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James Montier: S&P 500 Just Say No


dcollon
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The GMO paper deals with equities.

A lot can be said about the bond markets too.

I know, the link provided is coming from a site often tainted by doom and gloom but the graphs are food for thought.

European junk bonds spreads gravitate towards US treasuries. (!)

Some of these CFA equations that I still use from time to time really give weird answers these days.

 

http://www.zerohedge.com/news/2017-08-10/italian-junk-bonds-yield-less-treasurys-insanity-bond-market-4-charts

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On a valuation basis, all makes sense, but:

 

1) In reality does it make a difference? When there is a "correction" or "crash" seems like markets tend to be correlated. That is to say the undervalued or fairly valued companies seem to get hit just as hard as the overvalued companies. In 2008 if one owned a selection of good, productive businesses that traded at attractive P/E multiples, one's portfolio still took a 30%+ hit. The question I have is: As value investors we care about the price of a company. However, if markets are correlated (i.e.: markets don't care), then does all the theory behind valuation matter?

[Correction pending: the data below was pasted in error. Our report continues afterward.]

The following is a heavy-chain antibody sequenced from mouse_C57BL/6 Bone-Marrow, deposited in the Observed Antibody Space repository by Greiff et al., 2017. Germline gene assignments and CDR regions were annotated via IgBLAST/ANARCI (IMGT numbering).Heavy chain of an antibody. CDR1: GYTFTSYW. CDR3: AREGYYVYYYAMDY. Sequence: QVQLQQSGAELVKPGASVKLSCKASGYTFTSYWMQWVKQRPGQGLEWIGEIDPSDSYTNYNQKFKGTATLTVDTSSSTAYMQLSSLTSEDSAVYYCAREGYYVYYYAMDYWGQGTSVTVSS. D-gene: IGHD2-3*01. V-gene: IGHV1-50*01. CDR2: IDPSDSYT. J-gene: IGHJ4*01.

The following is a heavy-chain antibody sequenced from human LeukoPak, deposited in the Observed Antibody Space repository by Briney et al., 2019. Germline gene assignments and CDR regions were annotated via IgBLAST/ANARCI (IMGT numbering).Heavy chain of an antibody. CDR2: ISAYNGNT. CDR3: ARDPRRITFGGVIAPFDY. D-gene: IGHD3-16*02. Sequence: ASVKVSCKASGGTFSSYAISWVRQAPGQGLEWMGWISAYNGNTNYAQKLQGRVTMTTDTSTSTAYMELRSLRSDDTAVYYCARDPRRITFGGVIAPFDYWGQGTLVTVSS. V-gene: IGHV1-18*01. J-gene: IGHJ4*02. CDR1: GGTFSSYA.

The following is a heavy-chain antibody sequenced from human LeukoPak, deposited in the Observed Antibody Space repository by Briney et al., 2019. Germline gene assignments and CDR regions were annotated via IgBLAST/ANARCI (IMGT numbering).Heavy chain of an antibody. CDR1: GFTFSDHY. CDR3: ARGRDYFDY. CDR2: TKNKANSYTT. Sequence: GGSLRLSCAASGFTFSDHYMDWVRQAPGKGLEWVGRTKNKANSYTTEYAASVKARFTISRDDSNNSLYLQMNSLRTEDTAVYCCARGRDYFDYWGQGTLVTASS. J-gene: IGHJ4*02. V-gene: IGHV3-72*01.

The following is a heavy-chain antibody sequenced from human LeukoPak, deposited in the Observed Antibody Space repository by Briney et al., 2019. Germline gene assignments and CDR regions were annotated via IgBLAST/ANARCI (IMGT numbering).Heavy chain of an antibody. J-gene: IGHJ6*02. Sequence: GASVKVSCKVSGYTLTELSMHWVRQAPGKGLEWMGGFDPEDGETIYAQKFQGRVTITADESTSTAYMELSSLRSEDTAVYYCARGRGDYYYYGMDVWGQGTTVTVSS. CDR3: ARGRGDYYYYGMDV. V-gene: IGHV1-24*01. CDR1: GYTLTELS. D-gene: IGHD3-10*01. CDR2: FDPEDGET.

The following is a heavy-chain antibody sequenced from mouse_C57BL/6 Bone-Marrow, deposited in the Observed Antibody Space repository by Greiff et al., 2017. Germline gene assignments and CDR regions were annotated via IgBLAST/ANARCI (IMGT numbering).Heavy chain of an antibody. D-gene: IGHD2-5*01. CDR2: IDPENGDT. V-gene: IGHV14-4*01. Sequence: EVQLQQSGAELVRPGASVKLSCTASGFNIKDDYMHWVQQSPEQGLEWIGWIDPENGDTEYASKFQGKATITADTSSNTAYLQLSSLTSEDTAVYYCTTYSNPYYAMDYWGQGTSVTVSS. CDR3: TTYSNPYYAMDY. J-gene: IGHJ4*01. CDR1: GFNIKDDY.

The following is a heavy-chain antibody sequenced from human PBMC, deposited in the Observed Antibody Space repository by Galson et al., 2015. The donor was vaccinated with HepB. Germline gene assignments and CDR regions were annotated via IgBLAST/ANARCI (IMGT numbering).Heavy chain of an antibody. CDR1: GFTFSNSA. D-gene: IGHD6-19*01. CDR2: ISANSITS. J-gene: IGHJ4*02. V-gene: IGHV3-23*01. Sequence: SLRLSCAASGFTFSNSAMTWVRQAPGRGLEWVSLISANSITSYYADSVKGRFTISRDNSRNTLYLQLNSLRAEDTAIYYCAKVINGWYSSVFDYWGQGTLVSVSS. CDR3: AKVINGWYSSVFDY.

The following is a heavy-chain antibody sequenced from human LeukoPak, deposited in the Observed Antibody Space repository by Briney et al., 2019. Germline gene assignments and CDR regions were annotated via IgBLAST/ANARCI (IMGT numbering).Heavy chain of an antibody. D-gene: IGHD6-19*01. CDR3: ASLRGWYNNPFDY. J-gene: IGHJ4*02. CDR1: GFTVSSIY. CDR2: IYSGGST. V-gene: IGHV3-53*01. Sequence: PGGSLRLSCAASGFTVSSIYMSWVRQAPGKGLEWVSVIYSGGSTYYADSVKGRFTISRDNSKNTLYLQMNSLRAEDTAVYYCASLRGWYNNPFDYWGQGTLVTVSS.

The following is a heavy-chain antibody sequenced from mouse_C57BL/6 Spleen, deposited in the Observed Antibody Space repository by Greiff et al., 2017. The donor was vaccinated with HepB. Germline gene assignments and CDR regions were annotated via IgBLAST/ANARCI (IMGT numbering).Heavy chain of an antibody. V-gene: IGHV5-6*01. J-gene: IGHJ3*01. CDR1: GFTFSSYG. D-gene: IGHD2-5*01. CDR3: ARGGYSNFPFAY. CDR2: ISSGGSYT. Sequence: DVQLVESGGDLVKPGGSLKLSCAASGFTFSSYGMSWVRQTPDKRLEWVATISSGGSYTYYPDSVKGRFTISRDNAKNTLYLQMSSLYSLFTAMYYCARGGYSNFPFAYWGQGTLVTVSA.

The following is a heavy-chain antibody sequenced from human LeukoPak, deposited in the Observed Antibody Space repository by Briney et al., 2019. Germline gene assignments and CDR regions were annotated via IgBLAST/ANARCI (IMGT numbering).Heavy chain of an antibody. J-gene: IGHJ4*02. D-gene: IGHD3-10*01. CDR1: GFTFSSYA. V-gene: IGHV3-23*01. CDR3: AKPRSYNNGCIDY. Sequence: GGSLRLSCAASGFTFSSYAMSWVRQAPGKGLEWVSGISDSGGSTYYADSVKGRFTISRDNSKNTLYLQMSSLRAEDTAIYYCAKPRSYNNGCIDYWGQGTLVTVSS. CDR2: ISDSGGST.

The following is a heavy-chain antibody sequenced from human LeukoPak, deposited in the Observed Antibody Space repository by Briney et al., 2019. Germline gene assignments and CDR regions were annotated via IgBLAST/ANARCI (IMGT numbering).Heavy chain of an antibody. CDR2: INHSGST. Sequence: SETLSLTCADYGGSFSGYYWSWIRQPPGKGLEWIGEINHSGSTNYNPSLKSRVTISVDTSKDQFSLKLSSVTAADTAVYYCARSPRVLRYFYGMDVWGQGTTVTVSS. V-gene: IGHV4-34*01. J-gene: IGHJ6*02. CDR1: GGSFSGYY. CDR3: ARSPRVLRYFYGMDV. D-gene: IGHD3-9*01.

If there were to be another financial calamity along the lines of Lehman Brothers/junk mortgage backed security, huge interest rate changes or a geo political event, I wonder if the entire market goes down regardless of valuation?

 

2)What would W. Buffett say to avoiding passive US equity investment? He has advocated that most individuals should put 95% of their savings in an indexed fund of US equities. I think he would still be optimistic long term on US equities.

 

 

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Good points investmd.

 

Unfortunately, it may boil down to your investing style or even personality.

I am not sure I would be able to, in a secular downturn, sell securities at a loss in order to take advantage of other opportunities. Maybe?